Pick a word and illustrate it with a photo! This used to be a favorite challenge of mine when held by Paula of Lost in Translation. Unfortunately she is not running it anymore. So – how about a revival at Lens-Artists? It is easy: Choose one (1) word or more – choose all of them if you like! The words available are the following:
In the header – Comfortable? Yes! If you are safe and living in the Galapagos Islands!
Swimming is normal for me. I’m relaxed. I’m comfortable, and I know my surroundings. It’s my home. – Michael Phelps
Growth itself contains the germ of happiness.
– Pearl S. Buck
In a crowded marketplace, fitting in is a failure. In a busy marketplace, not standing out is the same as being invisible. – Seth Godin
A word garden blooming within the tangled weeds. ― Jazz Feylynn
Exuberance is beauty.
– William Blake
Thank you for a marvelous response to Patti’s Everyday Objects – you really made us all open our eyes and SEE what we have around us!
A new announcement: We have the pleasure of having Rusha Sams of Oh the Places We See as guest host for September 5, #113. Be sure to visit her! Until then – stay well and safe, and be kind, to yourself as well.
“We are dealing with something that has never occurred on this planet”
My husband and son just returned from Chernobyl last week – very taken with the 2 day tour and all the haunting sights. We all watched this series together this week. If you have not seen it yet – please do.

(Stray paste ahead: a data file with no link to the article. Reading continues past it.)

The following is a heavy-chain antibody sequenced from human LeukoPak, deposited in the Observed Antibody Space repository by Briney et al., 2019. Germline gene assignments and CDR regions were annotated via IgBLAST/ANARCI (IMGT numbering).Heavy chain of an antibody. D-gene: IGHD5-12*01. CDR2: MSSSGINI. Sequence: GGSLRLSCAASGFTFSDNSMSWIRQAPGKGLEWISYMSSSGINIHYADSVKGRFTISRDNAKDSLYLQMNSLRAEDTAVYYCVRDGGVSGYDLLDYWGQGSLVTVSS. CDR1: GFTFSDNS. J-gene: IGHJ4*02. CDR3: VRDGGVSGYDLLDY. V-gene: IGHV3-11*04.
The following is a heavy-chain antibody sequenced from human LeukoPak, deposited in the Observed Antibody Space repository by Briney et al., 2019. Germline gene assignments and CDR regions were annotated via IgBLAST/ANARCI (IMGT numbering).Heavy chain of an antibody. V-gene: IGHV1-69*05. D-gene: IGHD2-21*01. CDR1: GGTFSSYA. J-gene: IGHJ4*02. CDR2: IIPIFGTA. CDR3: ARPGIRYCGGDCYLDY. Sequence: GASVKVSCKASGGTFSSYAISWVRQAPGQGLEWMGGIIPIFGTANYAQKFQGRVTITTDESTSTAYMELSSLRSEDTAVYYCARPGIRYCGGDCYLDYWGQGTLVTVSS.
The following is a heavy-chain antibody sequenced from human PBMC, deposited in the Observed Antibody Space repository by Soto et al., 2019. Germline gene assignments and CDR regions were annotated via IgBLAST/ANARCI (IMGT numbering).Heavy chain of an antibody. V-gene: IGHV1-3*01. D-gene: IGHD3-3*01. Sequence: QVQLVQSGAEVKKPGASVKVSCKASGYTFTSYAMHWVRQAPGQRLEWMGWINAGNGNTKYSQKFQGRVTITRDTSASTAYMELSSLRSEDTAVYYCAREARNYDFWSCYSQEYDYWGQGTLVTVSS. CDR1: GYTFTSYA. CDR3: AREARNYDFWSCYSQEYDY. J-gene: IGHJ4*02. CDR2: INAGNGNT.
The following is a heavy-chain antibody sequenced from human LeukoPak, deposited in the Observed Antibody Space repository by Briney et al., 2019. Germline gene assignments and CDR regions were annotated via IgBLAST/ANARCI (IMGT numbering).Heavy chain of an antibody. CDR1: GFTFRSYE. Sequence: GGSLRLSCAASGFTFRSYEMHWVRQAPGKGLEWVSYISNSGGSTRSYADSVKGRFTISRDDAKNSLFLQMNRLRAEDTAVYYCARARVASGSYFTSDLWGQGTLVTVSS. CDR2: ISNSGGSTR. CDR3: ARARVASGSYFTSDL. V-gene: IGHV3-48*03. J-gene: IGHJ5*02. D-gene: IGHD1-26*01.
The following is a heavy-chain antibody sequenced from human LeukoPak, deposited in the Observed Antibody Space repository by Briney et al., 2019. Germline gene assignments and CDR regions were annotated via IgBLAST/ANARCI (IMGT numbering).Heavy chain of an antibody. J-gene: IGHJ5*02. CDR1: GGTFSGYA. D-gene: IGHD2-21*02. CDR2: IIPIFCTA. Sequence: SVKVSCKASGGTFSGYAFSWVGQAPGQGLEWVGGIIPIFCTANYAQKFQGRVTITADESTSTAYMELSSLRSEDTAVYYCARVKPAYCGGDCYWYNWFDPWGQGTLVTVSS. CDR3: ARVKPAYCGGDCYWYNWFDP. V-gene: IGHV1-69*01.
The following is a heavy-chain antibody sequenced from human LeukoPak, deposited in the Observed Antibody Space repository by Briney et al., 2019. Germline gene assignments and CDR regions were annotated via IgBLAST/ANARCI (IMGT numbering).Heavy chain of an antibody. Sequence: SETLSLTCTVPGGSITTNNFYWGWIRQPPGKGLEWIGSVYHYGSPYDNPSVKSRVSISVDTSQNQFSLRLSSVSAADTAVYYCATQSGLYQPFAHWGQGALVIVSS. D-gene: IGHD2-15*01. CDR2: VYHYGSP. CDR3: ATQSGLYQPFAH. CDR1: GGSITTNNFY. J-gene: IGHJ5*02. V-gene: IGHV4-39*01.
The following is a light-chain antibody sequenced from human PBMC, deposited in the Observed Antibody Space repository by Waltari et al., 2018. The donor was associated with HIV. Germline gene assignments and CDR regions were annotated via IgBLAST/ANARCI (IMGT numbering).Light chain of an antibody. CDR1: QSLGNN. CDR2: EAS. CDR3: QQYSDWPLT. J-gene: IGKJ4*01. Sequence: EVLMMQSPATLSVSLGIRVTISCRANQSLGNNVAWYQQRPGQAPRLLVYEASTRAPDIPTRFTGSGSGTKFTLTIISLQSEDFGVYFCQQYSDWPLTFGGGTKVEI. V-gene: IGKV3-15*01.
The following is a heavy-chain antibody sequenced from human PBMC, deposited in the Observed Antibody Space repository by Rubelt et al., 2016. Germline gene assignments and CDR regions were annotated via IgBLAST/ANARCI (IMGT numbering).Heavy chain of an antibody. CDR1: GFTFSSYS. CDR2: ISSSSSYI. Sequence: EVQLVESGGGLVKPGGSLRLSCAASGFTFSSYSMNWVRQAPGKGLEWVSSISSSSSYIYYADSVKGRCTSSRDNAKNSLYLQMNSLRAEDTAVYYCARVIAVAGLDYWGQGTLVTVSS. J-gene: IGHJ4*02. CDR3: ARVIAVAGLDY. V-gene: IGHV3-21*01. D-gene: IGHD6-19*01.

Among my friends, I have one of the first men who detected and reported the heightened radiation level in Sweden. He still remembers the chills along his spine in that moment. And I remember well when we all got the information from media. (The reindeer up north were forbidden food for many years after…) In February the same year, Olof Palme was murdered…Was this the beginning of the end of the world?
On April 26, 1986, the Chernobyl Nuclear Power Plant in Ukraine, Soviet Union suffered a massive explosion that released radioactive material across Belarus, Russia and Ukraine and as far as Scandinavia and western Europe. Chernobyl dramatizes the story of the 1986 accident, one of the worst man-made catastrophes in history, and the sacrifices made to save Europe from the unimaginable disaster.